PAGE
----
-> Sort: DESC, limit input to 1 row(s) per chunk  (cost=2.76 rows=25)
                    -> Index lookup on latest_login using logins_user_id_index (user_id=logins.user_id)

We can see, that all existing logins are selected. The runtime of the query is therefore O(m) where m is the total number of logins.

Inner Join Approach

The query filters the intersection of the relation joined with itself using an inner join:

select *
from logins
inner join (
    select MAX(id) as id
    from logins
    group by logins.user_id
) as latest_login
on =

Running explain format=tree on the query (again 4 users with 25 logins each):

-> Nested loop inner join  (cost=4.81 rows=5)
    -> Filter: ( is not null)  (cost=2.21..3.06 rows=5)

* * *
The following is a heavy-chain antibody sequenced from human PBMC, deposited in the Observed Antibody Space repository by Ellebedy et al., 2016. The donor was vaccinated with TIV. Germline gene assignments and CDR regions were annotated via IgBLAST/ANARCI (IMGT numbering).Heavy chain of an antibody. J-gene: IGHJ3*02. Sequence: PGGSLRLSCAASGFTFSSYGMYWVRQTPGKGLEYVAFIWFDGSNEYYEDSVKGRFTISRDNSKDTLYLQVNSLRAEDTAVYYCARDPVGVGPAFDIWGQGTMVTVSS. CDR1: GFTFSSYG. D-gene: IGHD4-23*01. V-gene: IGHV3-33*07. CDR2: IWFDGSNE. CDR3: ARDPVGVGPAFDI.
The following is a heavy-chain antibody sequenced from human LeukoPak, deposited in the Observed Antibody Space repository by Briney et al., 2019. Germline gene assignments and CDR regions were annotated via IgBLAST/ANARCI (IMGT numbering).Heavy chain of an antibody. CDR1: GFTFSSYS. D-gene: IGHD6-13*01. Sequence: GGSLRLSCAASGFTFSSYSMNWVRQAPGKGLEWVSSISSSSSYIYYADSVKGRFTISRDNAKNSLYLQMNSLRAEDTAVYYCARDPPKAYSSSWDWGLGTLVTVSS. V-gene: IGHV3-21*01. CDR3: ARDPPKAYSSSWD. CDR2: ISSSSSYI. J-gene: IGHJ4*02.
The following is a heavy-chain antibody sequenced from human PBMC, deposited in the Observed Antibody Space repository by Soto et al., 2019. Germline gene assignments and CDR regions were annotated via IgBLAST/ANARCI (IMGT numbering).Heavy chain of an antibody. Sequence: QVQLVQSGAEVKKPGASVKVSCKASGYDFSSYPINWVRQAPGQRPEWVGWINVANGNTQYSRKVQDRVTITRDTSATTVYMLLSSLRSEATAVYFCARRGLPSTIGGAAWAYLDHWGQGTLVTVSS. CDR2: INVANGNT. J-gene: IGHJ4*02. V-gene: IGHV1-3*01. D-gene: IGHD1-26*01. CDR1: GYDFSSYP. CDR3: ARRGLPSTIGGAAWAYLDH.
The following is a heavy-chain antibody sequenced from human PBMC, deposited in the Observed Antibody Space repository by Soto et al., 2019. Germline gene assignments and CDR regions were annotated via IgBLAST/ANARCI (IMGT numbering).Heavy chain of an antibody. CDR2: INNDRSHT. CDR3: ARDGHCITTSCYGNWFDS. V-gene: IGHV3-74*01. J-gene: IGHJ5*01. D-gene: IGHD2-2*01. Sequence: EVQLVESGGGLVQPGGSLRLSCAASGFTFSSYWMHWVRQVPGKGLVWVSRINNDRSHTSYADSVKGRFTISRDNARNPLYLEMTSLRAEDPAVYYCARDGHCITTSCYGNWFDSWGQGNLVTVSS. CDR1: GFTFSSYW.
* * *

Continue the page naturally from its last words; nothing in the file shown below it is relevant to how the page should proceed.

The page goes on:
-> Table scan on latest_login  (cost=0.51..2.56 rows=5)
            -> Materialize  (cost=2.51..4.56 rows=5)
                -> Index range scan on logins using index_for_group_by(logins_user_id_index)  (cost=1.50 rows=5)
    -> Single-row index lookup on logins using PRIMARY (  (cost=0.27 rows=1)

Unlike the subselect approach, only the required logins are selected here. Here the runtime is O(n) where n is the number of aggregates or users in this case.

The runtime can be described in three different ways:

  • Best Case: The number of aggregates is reduced. This means that only the latest logins for a certain number, which is smaller than the total number of users, are selected. Here n is a constant that can be neglected for big O, so the runtime is O(1).
  • Worst Case: The number of aggregates is not reduced. So the latest logins are selected for all users. Here the runtime is O(n).
  • Expected Case: Both cases, the best case and the worst case, can occur. The best case occurs, for example, for eager loading, where the aggregates are limited to a collection of users. The worst case occurs when querying relationship existence. E.g.: all users who last logged in on a mobile device are selected. Here the number of aggregates is not reduced.